When I originally wrote this article nearly nine years ago, I was thinking about how to alter the market’s perception of ‘legal vendors.’ Here we are today, nearly a decade later and not much has changed. It is up to our community to make the transformation; it clearly won’t happen by itself. And while I don’t believe a simple name change will instantaneously adjust buyer’s perceptions, we need to collectively begin that process.

The definition of vendor– “a person or agency that sells,” * is not a negative implication. Let’s face it, we all sell something! Legal Vendor is a broad category, one that includes organizations and individuals who deliver products and/or services to lawyers and law firms. There is nothing wrong with selling products/services, it’s what we all do to make a living. Lawyers/law firms are selling whether they like to think so or not. And if you’re not selling, you’re probably about to fail.

For over 25 years I have worked for and with legal vendors. In the early days of legal technology, we were often called on to educate audiences about the benefits of technology or conduct product ‘shoot-outs’, and then seemingly overnight vendors got a bad name in the legal vertical. We were viewed as bad-guys and hucksters. The how’s and why’s of getting to this point are worth examining, but they’re probably not as important as what we must do to change relationships between customers and providers.

How can we swing the pendulum back and should we even try?

I believe we must work together to create partnerships that are mutually beneficial. Every vendor needs to take an honest look at what you promise and how you deliver on those promises. How is it possible that every company is the ‘industry-leading’ or ‘insert your rhetoric here’? Attorneys and the other professionals working in law firms are a cynical bunch, they’ve been burned, their expectations haven’t been met, and they’re tired of the rhetoric…it’s time to deliver.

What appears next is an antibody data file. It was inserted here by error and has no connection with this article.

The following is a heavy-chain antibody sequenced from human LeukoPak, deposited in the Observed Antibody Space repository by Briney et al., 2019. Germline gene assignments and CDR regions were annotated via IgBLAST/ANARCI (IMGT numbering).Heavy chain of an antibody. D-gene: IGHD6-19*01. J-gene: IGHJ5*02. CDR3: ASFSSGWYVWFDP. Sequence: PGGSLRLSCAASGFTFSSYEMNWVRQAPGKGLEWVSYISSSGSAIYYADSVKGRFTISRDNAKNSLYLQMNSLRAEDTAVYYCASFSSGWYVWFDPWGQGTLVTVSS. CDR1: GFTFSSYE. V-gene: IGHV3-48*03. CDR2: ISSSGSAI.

Can law firm clients and prospects be turned around to think more positively about vendors? I think so. When legal providers wake up and realize that their primary competition is internal and not external, they’ve taken the first step to success. Ask the hard questions:

  • How can we meet expectations?
  • Are we delivering on our promises?
  • What can we do to improve?

Change of name, change of perception

If we change our perception of what we do from selling to partnering, we can start to change the perception of our clients and customers. The definition of partner – “a person who shares…”** is a much more appropriate definition of what we do or should be doing. If you’re a Business Partner, your clients see you as not just a seller but rather as a trusted adviser committed to help them succeed. Several legal associations, including ALA and ILTA have already adopted the name. so, from today forward, LTMG and all our properties will use Business Partner when we speak of providers of products and services to lawyers and law firms.

So, in answer to the question: “Vendor”- Can we change the negative connotation?  The answer is yes! Yes, we can. We at LTMG and Events.Legal are making a pledge to you and will be using Legal Business Partners in place of the word “Vendor” throughout our websites and communications. We are starting a hashtag campaign with #legalbusinesspartner to change the focus to a positive one.  We hope you will join us in this campaign and start using #legalbusinesspartner as well. Together we can change the connotation back to a positive one.

*"vendor" Dictionary.com http://dictionary.reference.com/browse/vendor.
**”partner” Dictionary.com https://www.dictionary.com/browse/partner

Author: Cathy Kenton - Co-Founder, LTMG